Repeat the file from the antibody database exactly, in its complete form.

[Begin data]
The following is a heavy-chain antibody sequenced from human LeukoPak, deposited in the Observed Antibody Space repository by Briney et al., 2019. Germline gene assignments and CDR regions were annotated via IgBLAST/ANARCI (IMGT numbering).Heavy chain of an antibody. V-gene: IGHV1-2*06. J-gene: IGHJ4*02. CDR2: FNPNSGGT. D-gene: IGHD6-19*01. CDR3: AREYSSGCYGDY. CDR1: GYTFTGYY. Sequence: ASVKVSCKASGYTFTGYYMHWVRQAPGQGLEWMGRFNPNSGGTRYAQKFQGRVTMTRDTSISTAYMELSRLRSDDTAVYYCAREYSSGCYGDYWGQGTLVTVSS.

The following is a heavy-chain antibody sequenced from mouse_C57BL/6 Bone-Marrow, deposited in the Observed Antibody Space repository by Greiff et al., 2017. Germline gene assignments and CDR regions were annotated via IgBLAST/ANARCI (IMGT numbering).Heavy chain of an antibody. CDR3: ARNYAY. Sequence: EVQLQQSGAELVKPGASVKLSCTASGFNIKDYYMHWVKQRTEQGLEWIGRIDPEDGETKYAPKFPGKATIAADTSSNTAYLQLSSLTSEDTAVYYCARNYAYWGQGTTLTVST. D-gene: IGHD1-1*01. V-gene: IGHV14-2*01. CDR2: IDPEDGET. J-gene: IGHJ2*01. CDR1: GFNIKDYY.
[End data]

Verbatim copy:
The following is a heavy-chain antibody sequenced from human LeukoPak, deposited in the Observed Antibody Space repository by Briney et al., 2019. Germline gene assignments and CDR regions were annotated via IgBLAST/ANARCI (IMGT numbering).Heavy chain of an antibody. V-gene: IGHV1-2*06. J-gene: IGHJ4*02. CDR2: FNPNSGGT. D-gene: IGHD6-19*01. CDR3: AREYSSGCYGDY. CDR1: GYTFTGYY. Sequence: ASVKVSCKASGYTFTGYYMHWVRQAPGQGLEWMGRFNPNSGGTRYAQKFQGRVTMTRDTSISTAYMELSRLRSDDTAVYYCAREYSSGCYGDYWGQGTLVTVSS.

The following is a heavy-chain antibody sequenced from mouse_C57BL/6 Bone-Marrow, deposited in the Observed Antibody Space repository by Greiff et al., 2017. Germline gene assignments and CDR regions were annotated via IgBLAST/ANARCI (IMGT numbering).Heavy chain of an antibody. CDR3: ARNYAY. Sequence: EVQLQQSGAELVKPGASVKLSCTASGFNIKDYYMHWVKQRTEQGLEWIGRIDPEDGETKYAPKFPGKATIAADTSSNTAYLQLSSLTSEDTAVYYCARNYAYWGQGTTLTVST. D-gene: IGHD1-1*01. V-gene: IGHV14-2*01. CDR2: IDPEDGET. J-gene: IGHJ2*01. CDR1: GFNIKDYY.